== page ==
• 8:30AM: Fold dough inside the bowl towards the center to form a ball. Cover with a damp towel and let sit for 8-10 hours. Go to work.

  • 7:00PM: Come home from work. Gently roll dough onto the counter and fold the edges toward the center, forming a ball. Flip over so that the seam side is down. Cover with the bowl it was resting in and let sit for 5-10 mins.

  • 7:30PM: Dust a banneton basket with flour. Rub hands with olive olive to prevent sticking. Roll and rotate the dough into a tight ball. This helps build its structure so that the bread will rise as it bakes. I usually shape it for a minute or two, until I see small hair bubbles stretching across the top of the dough ball. Place seam side up in the banneton, cover with a damp towel, and let rest for 30 mins - 1 hour. Eat dinner.

  • 8:30PM: Pre-heat oven with the Le Creuset inside. Use oven mitts to remove from oven and open lid. Gently flip the dough ball onto parchment paper so that the seam side is down and gently lower into the Le Creuset. Cover lid and bake for 25 mins.

  • 8:55PM: Remove lid and bake for 30 mins or until golden brown.

  • 9:25PM: Remove from oven and let rest for 1 hour.

  • 10:25PM: Slice bread and ENJOY.

Recipe adapted from Baked: No-Knead Everyday Sourdough Bread.

Our Destination Wedding at Villa Taman Ahimsa in Bali

When we decided on Taman Ahimsa and all of our vendors, I scoured the internet for reviews and photographs. Now that it’s a year later, the villa is becoming a more popular wedding venue (they had 5 other weddings in September after ours). The trickiest part was communicating with the staff with day-of meals, transportation, and charges. Most of it was verbal and some was via e-mail so there were inevitably a couple mix-ups, like the masseuses who showed up on the wrong day.

However, Bali is home to the nicest, most hospitable people and the villa staff was so accommodating. They quickly remedied any mistakes without extra charges and graciously went above and beyond to help with bartending at our Welcome Lunch, constantly cleaning our rooms and common areas, and setting up a beachfront BBQ on our last night. We were so spoiled and it was the absolute best send-off.


We chose the “By Your Side” package with Avavi Weddings. This meant that our coordinator Adria would help provide a list of recommended vendors within our budget, but it was our job to vet them out and choose who we wanted to work with. We started by interviewing photographers — and there were a lot. Ultimately, we resorted back to Adria’s recommendations and chose someone who had worked with her before, had experience shooting at Taman Ahimsa, and spoke English very well (in addition to having a beautiful style).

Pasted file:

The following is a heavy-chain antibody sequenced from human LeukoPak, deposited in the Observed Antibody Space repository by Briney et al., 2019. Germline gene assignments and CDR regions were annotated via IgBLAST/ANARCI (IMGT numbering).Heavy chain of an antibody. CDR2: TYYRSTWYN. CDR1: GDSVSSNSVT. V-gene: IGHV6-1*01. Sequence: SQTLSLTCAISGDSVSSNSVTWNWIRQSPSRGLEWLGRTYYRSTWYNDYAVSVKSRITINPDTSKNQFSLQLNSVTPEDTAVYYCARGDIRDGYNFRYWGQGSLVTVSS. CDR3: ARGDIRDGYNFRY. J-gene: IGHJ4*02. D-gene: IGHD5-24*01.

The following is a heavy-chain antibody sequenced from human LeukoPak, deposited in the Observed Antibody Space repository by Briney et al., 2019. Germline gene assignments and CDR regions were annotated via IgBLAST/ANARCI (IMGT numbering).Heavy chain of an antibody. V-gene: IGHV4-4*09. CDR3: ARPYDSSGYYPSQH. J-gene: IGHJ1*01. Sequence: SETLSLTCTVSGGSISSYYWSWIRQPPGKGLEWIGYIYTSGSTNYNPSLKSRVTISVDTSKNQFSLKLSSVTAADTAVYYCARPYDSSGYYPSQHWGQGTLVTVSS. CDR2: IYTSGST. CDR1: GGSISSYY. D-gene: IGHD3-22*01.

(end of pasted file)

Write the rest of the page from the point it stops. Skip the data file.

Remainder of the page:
Afterwards, we chose vendors for hair and makeup, videography, caterers for the wedding and Welcome Lunch, decorations, and sound and lighting. Almost all of this was squared away within 2 months, even before we had bought our outfits or plane tickets. Also, we were simultaneously renovating the house so we wanted to get all of the wedding details wrapped up ASAP.

In our final stages of wedding planning, we almost didn’t have a cake because our catering menu already included four desserts. However, as much as sticking to our budget was important to us, we also didn’t want to pass up on parts that we might regret later. So we put down a deposit for a delicious, fluffy, creamy, semi-naked, two-tier Irish coffee cake and we’re SO glad we did. And like many of our vendors, it was so much more affordable in Bali than if we had done the ceremony in LA.

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The only vendors we decided to skip out on were an emcee and DJ. Our officiant Arya was more than capable of emceeing and graciously rose to the occasion. And since we were unsure if Balinese DJs would be familiar with American songs, we chose to customize our playlist. We personally selected all the songs, downloaded and edited them if they were too long, assembled the order of the playlist, and just asked our sound dude to press play!

We practiced our first dance routine every night for about 2 weeks. I choreographed it and frantically hemmed my dress a few days before we left so that I wouldn’t trip over it.

And right before we invited guests to the dance floor, we added a fire dance performance to the reception because Alex got really excited about more fire.

Here is the list of all the vendors we had the pleasure of working with. I’ll be writing Tripadvisor and Yelp reviews for each of them because we loved them all so much. It was the most pleasant, enjoyable experience and we’re so glad to have friends in Bali now. Having a destination wedding requires a lot of organizing and even more blind faith (more on that here), but everyone exceeded our expectations and flawlessly brought our vision to life.